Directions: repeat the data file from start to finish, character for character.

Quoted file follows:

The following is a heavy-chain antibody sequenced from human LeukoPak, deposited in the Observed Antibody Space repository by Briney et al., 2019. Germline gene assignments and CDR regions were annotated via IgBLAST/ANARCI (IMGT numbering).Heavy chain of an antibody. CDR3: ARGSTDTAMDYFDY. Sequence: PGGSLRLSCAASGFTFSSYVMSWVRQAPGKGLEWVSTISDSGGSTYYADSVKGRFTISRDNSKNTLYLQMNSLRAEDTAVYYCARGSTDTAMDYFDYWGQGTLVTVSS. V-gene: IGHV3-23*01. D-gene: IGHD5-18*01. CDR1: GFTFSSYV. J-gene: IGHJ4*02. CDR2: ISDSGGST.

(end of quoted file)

The following is a heavy-chain antibody sequenced from human LeukoPak, deposited in the Observed Antibody Space repository by Briney et al., 2019. Germline gene assignments and CDR regions were annotated via IgBLAST/ANARCI (IMGT numbering).Heavy chain of an antibody. CDR3: ARGSTDTAMDYFDY. Sequence: PGGSLRLSCAASGFTFSSYVMSWVRQAPGKGLEWVSTISDSGGSTYYADSVKGRFTISRDNSKNTLYLQMNSLRAEDTAVYYCARGSTDTAMDYFDYWGQGTLVTVSS. V-gene: IGHV3-23*01. D-gene: IGHD5-18*01. CDR1: GFTFSSYV. J-gene: IGHJ4*02. CDR2: ISDSGGST.